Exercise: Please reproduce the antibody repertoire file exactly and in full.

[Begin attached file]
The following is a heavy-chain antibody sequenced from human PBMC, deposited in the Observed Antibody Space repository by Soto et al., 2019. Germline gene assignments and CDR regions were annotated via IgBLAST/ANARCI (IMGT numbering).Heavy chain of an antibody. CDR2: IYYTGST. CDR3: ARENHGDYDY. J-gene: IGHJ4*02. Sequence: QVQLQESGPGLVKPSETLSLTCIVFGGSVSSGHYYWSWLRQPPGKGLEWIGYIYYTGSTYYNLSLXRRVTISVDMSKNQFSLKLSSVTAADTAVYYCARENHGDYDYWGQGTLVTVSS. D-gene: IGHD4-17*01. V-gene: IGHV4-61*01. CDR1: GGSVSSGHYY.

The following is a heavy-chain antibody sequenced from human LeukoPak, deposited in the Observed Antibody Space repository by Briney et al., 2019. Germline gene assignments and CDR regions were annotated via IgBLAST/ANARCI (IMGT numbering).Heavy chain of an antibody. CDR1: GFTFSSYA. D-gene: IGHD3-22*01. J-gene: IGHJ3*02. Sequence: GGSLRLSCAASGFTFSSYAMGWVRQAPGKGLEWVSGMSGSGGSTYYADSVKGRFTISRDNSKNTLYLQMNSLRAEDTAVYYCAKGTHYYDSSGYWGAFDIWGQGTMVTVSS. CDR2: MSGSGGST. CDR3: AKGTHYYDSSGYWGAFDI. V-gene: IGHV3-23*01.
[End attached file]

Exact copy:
The following is a heavy-chain antibody sequenced from human PBMC, deposited in the Observed Antibody Space repository by Soto et al., 2019. Germline gene assignments and CDR regions were annotated via IgBLAST/ANARCI (IMGT numbering).Heavy chain of an antibody. CDR2: IYYTGST. CDR3: ARENHGDYDY. J-gene: IGHJ4*02. Sequence: QVQLQESGPGLVKPSETLSLTCIVFGGSVSSGHYYWSWLRQPPGKGLEWIGYIYYTGSTYYNLSLXRRVTISVDMSKNQFSLKLSSVTAADTAVYYCARENHGDYDYWGQGTLVTVSS. D-gene: IGHD4-17*01. V-gene: IGHV4-61*01. CDR1: GGSVSSGHYY.

The following is a heavy-chain antibody sequenced from human LeukoPak, deposited in the Observed Antibody Space repository by Briney et al., 2019. Germline gene assignments and CDR regions were annotated via IgBLAST/ANARCI (IMGT numbering).Heavy chain of an antibody. CDR1: GFTFSSYA. D-gene: IGHD3-22*01. J-gene: IGHJ3*02. Sequence: GGSLRLSCAASGFTFSSYAMGWVRQAPGKGLEWVSGMSGSGGSTYYADSVKGRFTISRDNSKNTLYLQMNSLRAEDTAVYYCAKGTHYYDSSGYWGAFDIWGQGTMVTVSS. CDR2: MSGSGGST. CDR3: AKGTHYYDSSGYWGAFDI. V-gene: IGHV3-23*01.